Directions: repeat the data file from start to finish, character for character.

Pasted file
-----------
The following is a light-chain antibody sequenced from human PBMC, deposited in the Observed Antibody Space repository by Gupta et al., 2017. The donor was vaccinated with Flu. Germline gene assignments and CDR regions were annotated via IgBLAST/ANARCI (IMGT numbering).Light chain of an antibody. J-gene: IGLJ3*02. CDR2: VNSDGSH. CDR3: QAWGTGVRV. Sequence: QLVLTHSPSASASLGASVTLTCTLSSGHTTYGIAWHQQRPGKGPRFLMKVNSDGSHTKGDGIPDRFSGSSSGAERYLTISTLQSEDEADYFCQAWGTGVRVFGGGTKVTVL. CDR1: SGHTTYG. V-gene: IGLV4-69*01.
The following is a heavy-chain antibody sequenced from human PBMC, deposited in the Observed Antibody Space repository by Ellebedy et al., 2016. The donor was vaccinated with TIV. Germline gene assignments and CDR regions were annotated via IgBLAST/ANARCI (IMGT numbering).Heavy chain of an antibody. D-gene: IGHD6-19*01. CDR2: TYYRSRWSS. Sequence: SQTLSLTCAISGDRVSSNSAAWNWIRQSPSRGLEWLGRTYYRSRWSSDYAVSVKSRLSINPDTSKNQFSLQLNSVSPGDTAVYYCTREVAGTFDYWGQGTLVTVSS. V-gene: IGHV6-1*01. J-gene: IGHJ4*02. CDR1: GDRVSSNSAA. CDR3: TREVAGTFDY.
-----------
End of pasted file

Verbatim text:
The following is a light-chain antibody sequenced from human PBMC, deposited in the Observed Antibody Space repository by Gupta et al., 2017. The donor was vaccinated with Flu. Germline gene assignments and CDR regions were annotated via IgBLAST/ANARCI (IMGT numbering).Light chain of an antibody. J-gene: IGLJ3*02. CDR2: VNSDGSH. CDR3: QAWGTGVRV. Sequence: QLVLTHSPSASASLGASVTLTCTLSSGHTTYGIAWHQQRPGKGPRFLMKVNSDGSHTKGDGIPDRFSGSSSGAERYLTISTLQSEDEADYFCQAWGTGVRVFGGGTKVTVL. CDR1: SGHTTYG. V-gene: IGLV4-69*01.
The following is a heavy-chain antibody sequenced from human PBMC, deposited in the Observed Antibody Space repository by Ellebedy et al., 2016. The donor was vaccinated with TIV. Germline gene assignments and CDR regions were annotated via IgBLAST/ANARCI (IMGT numbering).Heavy chain of an antibody. D-gene: IGHD6-19*01. CDR2: TYYRSRWSS. Sequence: SQTLSLTCAISGDRVSSNSAAWNWIRQSPSRGLEWLGRTYYRSRWSSDYAVSVKSRLSINPDTSKNQFSLQLNSVSPGDTAVYYCTREVAGTFDYWGQGTLVTVSS. V-gene: IGHV6-1*01. J-gene: IGHJ4*02. CDR1: GDRVSSNSAA. CDR3: TREVAGTFDY.